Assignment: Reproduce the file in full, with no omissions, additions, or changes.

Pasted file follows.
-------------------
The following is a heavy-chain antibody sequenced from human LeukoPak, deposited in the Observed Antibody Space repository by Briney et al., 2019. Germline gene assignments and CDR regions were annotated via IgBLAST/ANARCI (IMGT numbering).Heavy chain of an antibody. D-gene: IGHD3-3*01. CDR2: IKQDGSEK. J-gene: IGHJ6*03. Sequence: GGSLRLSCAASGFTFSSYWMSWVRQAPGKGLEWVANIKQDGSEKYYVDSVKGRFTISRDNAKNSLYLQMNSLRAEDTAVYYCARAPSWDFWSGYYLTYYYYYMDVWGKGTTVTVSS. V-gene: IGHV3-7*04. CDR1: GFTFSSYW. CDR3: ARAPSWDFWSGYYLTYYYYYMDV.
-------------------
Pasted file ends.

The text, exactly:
The following is a heavy-chain antibody sequenced from human LeukoPak, deposited in the Observed Antibody Space repository by Briney et al., 2019. Germline gene assignments and CDR regions were annotated via IgBLAST/ANARCI (IMGT numbering).Heavy chain of an antibody. D-gene: IGHD3-3*01. CDR2: IKQDGSEK. J-gene: IGHJ6*03. Sequence: GGSLRLSCAASGFTFSSYWMSWVRQAPGKGLEWVANIKQDGSEKYYVDSVKGRFTISRDNAKNSLYLQMNSLRAEDTAVYYCARAPSWDFWSGYYLTYYYYYMDVWGKGTTVTVSS. V-gene: IGHV3-7*04. CDR1: GFTFSSYW. CDR3: ARAPSWDFWSGYYLTYYYYYMDV.